Taking the good news with the bad
Newspaper Front pages, like life itself, often are studies in contrast. Our own front page this week is no exception.
At the very top and very bottom are topics we all can be proud of — this weekend’s much anticipated Chingawassa Days and one of the most beloved teachers and coaches this community has ever known.
In between? That’s a different story — two different stories, in fact, both of which give us pause even as we point with pride at other topics on the page.
It’s not negativity to admit that even in the nicest of towns, like Marion, drugs, alcohol, and decaying family values can lead to news stories that, quite frankly, we in the business would rather not have to write.
We’re compelled to do so because all of us need to be reminded not of crime or decay but of the impact they may have on innocent young lives touched by them. Dirty laundry, it seems, sometimes does require an airing out before it can truly be clean again.
As citizens, it’s our ethical obligation not to turn a blind eye to bad news but to face it head-on and redouble our efforts to provide not just rules and enforcement but also jobs, activities, social services, and moral leadership to address such situations.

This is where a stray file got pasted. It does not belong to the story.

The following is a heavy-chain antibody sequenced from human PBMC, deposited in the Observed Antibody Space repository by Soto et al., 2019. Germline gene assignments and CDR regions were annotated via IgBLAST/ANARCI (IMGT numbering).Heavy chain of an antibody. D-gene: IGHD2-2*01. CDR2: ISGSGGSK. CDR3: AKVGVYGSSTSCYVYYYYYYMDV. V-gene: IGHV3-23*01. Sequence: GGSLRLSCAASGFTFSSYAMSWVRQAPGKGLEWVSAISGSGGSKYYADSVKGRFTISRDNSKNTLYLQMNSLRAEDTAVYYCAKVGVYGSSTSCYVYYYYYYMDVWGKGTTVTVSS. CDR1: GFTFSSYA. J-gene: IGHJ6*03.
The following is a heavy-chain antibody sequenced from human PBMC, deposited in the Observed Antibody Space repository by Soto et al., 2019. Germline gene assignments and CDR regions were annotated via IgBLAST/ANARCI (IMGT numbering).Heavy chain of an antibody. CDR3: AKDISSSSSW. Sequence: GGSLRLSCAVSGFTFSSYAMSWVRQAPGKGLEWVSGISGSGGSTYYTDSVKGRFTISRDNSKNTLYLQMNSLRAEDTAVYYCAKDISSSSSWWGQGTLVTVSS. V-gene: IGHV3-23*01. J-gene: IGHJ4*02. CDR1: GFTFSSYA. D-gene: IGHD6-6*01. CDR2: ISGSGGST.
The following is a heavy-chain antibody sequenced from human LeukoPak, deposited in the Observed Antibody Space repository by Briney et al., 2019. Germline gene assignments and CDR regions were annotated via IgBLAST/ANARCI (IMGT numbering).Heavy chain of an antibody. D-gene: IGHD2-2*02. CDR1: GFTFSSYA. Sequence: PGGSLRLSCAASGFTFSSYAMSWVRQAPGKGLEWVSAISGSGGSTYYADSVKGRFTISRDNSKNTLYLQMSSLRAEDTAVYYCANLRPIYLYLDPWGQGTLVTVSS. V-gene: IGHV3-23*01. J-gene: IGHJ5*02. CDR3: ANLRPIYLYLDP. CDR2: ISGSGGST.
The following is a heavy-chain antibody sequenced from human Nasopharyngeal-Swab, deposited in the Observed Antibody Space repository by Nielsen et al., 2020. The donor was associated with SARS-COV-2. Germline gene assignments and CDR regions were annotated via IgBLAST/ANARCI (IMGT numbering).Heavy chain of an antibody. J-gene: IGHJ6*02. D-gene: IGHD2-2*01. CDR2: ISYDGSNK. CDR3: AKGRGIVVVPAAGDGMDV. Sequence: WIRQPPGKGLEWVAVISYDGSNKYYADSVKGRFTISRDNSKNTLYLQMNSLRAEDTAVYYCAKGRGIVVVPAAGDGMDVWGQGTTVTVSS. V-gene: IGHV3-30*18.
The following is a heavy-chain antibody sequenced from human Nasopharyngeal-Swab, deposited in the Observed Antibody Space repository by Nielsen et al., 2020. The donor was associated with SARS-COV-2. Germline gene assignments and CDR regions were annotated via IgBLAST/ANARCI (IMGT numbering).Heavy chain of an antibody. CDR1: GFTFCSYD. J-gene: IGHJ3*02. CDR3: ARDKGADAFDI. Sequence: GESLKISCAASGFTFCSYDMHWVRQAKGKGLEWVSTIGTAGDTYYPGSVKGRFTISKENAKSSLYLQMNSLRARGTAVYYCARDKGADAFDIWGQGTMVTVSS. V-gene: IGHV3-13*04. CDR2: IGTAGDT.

We naturally wonder whether stories like these would be less frequent if more people enjoyed the wholesome fun of a Chingawassa Days; experienced the exemplary dedication of a Rex Wilson from all of their teachers, coaches, and mentors; or grew up in an town like Marion, where wholesome family recreation is considered a vital component of community vitality.
That’s where the other topic — Marion’s ongoing discussion over its rec program — comes in. A few weeks ago, the city seemed careening down a path to create an atomic flyswatter solution to a technical challenge in the status quo of Marion recreation.
Thankfully, key figures have now agreed to provide time enough not just to cobble together a new and potentially costly bureaucracy but more important to actually ponder not just the challenge of continuing but rather the opportunity it poses to improve upon what’s already there.
Compared to neighboring communities, Marion does in fact offer what appears to be considerably fewer recreational activities, especially outside the world of sports. The fault doesn’t appear to be with those programming rec but rather with a lack of resources, in turn attributable to previous actions that appeared to be the results of previous attempts to cobble something together.
The important thing now is to remember that cobbling rarely works. First you need a vision. That’s where we are now, studying what’s possible. Then you need a means to reach that vision. What you don’t want to do is try to create means without ends or to cobble together yet another solution that merely protects personal interests of those involved.
Few would question that Marion’s current rec director is both well-loved and admirably dedicated. We owe her our loyalty and fairness. But when considering what to do with rec, we must separate our concerns for her from those for the system they will maintain, and we must start with a goal before attempting to create a bureaucracy to achieve it. We hope our story helps.
— ERIC MEYER
Last modified June 3, 2015